I read The Gentle Puritan: A Life of Ezra Stiles, 1727–1795. The author, Edmund Morgan, specialized in Puritanism and early American history. Morgan was a student of Perry Miller, who was a pioneer in the study of Puritan thought, and a key figure in the development of “American Studies.” Miller died in his 50s, probably from alcoholism, but Morgan lived into his 90s. Morgan wrote about Virginians as well as Puritans; Morgan’s American Slavery, American Freedom: The Ordeal of Colonial Virginia is well-regarded. At the end of his career, Morgan wrote biographies of Washington and Franklin.
Morgan has a high reputation partly because of his skill as a stylist. His biography of Ezra Stiles is well-written, well-organized. Stiles was a natural subject for Morgan: Morgan was a Yale professor, and Stiles was a Yale president, who left behind numerous diaries, notebooks, letters, etc. But I can’t recommend The Gentle Puritan with enthusiasm; Stiles’ life was neither dramatic nor exciting.
Stiles spent about twenty years as a Congregational minister, about twenty years as a Yale president, and died at 67. He had eight children with his first wife, who pre-deceased him; his second marriage was childless. Morgan calls him “the gentle Puritan” because he was well-liked wherever he went, and he avoided quarrels; he thought that the various Protestant denominations should focus on their common beliefs, rather than their differences. Stiles was a learned man with an active, curious mind, but he wasn’t an original thinker.
When he was president of Yale, Stiles continued his researches:
|With a zest amounting to passion he continued to absorb every kind of information that came his way. Just as he had paced off the streets of Newport, measured them, mapped them, and numbered the houses and their occupants, so he attacked New Haven. In the winter of 1780 when the snow lay four feet deep in the woods and even the salt water was frozen solid, he took advantage of the ice to survey the harbor and measure it with a six-rod line, employing a tutor and five seniors as his chainmen. At other times he made maps to trace the development of the town, enumerated the houses as he remembered them when he was in college, quizzed the oldest inhabitants to get estimates of the numbers in earlier days, and led students through the streets to count the existing buildings.|
Because he was preoccupied with counting things, Stiles knew that the population of the colonies was rising, and would soon exceed that of the “mother country.” He knew that the independence of the colonies was inevitable; Britain couldn’t permanently rule distant colonies that were more populous than Britain itself. Likewise, he knew that slavery was temporary; “he was confident that slavery would ultimately disappear.”1 If independence was inevitable, was the American Revolution unnecessary? If abolition was inevitable, was the Civil War unnecessary? Are any wars necessary when viewed with the benefit of hindsight?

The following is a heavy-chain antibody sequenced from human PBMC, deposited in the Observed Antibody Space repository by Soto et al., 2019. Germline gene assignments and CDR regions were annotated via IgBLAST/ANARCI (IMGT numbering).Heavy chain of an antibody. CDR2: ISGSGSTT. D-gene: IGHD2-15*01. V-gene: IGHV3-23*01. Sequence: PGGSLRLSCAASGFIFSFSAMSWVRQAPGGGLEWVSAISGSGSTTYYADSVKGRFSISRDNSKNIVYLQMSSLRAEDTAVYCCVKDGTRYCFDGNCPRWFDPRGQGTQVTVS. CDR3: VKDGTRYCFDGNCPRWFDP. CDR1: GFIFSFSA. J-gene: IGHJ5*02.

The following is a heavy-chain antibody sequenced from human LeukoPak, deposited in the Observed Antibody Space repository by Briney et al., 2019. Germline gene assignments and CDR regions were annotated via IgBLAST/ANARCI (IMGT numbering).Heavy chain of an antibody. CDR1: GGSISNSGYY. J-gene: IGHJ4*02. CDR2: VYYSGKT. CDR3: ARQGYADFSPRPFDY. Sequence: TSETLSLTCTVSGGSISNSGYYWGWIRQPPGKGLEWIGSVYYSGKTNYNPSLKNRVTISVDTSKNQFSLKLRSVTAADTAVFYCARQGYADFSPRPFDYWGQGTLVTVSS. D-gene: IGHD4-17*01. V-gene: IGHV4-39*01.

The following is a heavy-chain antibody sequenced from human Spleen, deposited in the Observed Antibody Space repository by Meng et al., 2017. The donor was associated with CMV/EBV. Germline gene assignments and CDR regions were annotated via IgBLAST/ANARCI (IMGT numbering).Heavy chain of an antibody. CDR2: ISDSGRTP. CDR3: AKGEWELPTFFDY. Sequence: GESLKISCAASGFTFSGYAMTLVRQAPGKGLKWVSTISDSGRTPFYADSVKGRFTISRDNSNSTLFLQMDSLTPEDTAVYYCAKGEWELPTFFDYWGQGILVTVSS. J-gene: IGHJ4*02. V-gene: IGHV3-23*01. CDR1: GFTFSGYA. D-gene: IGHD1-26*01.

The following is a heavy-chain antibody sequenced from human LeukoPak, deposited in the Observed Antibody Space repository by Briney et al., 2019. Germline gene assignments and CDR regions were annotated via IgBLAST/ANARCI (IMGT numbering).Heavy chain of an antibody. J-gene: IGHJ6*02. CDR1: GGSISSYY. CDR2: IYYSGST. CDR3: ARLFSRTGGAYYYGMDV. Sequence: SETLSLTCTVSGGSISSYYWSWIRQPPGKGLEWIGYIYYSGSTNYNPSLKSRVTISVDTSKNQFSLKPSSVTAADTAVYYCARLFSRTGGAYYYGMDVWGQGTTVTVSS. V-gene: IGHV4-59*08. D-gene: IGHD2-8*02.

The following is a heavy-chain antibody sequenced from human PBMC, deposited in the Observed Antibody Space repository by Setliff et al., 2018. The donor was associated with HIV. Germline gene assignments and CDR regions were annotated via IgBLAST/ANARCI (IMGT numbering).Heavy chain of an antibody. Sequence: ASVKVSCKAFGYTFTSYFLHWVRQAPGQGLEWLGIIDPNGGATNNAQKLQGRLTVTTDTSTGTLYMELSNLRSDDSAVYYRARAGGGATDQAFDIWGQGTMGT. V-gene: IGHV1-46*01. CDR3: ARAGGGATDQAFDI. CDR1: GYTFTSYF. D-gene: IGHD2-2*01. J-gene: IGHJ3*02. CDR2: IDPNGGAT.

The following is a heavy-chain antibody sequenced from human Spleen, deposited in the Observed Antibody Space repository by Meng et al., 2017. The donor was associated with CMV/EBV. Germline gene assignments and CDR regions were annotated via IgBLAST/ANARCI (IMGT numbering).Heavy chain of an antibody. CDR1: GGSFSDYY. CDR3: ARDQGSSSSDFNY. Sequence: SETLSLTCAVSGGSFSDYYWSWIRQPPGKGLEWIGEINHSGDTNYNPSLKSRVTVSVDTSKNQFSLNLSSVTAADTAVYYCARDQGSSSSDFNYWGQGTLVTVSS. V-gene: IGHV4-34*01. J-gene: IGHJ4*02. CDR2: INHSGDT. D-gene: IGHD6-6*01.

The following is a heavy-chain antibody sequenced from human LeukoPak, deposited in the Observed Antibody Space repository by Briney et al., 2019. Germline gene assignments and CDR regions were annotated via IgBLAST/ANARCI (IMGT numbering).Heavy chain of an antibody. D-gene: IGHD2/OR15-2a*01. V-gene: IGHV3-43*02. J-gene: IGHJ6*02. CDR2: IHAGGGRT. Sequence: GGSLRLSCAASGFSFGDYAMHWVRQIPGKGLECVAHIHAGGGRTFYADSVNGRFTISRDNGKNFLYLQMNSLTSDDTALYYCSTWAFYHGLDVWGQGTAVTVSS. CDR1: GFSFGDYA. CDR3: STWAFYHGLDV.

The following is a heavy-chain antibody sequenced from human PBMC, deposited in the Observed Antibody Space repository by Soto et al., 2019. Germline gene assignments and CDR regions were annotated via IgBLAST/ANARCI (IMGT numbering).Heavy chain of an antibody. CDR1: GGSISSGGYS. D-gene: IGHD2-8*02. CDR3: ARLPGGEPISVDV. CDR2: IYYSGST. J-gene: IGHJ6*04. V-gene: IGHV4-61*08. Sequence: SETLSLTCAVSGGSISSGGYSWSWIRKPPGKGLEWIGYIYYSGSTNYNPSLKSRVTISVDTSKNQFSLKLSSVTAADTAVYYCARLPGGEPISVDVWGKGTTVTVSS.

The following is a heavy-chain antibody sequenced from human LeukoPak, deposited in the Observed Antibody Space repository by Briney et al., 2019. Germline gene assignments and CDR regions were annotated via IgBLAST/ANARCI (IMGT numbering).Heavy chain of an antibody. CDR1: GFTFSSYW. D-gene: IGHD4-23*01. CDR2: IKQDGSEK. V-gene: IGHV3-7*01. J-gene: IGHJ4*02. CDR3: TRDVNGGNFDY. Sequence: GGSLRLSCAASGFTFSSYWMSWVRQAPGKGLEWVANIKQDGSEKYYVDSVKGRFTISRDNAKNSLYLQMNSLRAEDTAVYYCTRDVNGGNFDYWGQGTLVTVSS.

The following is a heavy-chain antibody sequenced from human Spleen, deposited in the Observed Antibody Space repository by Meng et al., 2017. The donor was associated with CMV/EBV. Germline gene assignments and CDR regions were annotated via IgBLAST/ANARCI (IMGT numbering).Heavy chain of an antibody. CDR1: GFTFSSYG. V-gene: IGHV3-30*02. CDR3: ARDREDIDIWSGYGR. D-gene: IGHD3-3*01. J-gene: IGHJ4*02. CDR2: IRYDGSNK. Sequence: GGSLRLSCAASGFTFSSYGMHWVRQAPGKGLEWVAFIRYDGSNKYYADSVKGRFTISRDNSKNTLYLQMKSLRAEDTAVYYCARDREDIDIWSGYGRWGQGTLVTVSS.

Stiles seemed to have a knack for learning languages.
|His interest in Hebrew never diminished. He continued to study the Old Testament in the original.... To Sir William Jones, the great English orientalist, he explained his views in a book-length letter.... When Christoph Ebeling, the German geographer, asked him for information about Connecticut, he wrote him a brief history of the colony in eighty-six pages. During his years as president he also learned French. After six months’ study he could handle a hundred pages in an evening and began to read Racine and Voltaire. Later he took up Italian.|
Stiles had a special interest in silkworms.
|Once he had the college in order, his devotion to growing silkworms also reasserted itself. With a number of other enthusiasts he formed a company dedicated to spreading the growth of silk. After accumulating twenty ounces of mulberry seeds, he divided them into parcels of about 4,000 seeds each and sent them in 1789 to some ninety Connecticut ministers with instructions for planting. If the minister did not wish to undertake the task, he could arrange for someone else to do it. At the end of three years the planter was to distribute a quarter of his trees gratis to twenty or thirty families. The other three-quarters he could keep for himself. Stiles looked forward to four or five million trees spread over Connecticut, with an annual silk production worth £100,000 sterling.2|